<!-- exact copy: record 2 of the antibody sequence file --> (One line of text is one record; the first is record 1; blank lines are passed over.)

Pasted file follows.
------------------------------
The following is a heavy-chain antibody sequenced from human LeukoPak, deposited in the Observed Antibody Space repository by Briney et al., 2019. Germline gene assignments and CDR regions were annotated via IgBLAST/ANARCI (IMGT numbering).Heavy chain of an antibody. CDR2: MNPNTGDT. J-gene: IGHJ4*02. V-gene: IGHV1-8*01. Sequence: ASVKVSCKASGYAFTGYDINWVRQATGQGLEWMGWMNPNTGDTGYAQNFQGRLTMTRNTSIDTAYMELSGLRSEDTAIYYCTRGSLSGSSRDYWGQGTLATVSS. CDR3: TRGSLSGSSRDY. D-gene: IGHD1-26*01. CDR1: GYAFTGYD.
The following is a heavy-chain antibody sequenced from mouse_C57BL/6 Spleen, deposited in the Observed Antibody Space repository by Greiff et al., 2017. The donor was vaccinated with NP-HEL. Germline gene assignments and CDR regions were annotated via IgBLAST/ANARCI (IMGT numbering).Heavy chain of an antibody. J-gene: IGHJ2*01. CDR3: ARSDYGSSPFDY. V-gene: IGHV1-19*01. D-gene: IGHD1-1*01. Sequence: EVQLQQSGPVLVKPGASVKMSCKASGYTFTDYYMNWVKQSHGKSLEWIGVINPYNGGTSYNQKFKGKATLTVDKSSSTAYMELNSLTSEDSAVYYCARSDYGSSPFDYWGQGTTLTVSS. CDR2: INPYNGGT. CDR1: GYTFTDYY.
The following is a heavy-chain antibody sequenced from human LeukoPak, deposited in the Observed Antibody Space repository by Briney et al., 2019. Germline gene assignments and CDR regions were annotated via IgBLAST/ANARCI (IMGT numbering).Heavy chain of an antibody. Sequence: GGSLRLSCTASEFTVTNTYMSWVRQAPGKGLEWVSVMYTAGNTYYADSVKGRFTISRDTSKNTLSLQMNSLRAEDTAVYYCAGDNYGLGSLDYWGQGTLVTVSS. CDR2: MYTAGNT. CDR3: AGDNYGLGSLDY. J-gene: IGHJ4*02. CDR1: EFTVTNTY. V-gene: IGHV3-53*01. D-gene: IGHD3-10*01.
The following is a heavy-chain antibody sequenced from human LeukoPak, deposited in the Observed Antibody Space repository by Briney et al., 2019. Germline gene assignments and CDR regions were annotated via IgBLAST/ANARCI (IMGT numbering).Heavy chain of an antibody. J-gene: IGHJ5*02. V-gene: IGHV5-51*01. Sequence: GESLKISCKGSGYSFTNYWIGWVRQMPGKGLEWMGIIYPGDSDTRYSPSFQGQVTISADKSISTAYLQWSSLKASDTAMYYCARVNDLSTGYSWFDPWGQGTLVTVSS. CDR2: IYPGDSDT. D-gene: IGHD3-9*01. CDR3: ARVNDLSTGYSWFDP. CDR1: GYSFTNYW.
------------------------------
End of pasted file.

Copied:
The following is a heavy-chain antibody sequenced from mouse_C57BL/6 Spleen, deposited in the Observed Antibody Space repository by Greiff et al., 2017. The donor was vaccinated with NP-HEL. Germline gene assignments and CDR regions were annotated via IgBLAST/ANARCI (IMGT numbering).Heavy chain of an antibody. J-gene: IGHJ2*01. CDR3: ARSDYGSSPFDY. V-gene: IGHV1-19*01. D-gene: IGHD1-1*01. Sequence: EVQLQQSGPVLVKPGASVKMSCKASGYTFTDYYMNWVKQSHGKSLEWIGVINPYNGGTSYNQKFKGKATLTVDKSSSTAYMELNSLTSEDSAVYYCARSDYGSSPFDYWGQGTTLTVSS. CDR2: INPYNGGT. CDR1: GYTFTDYY.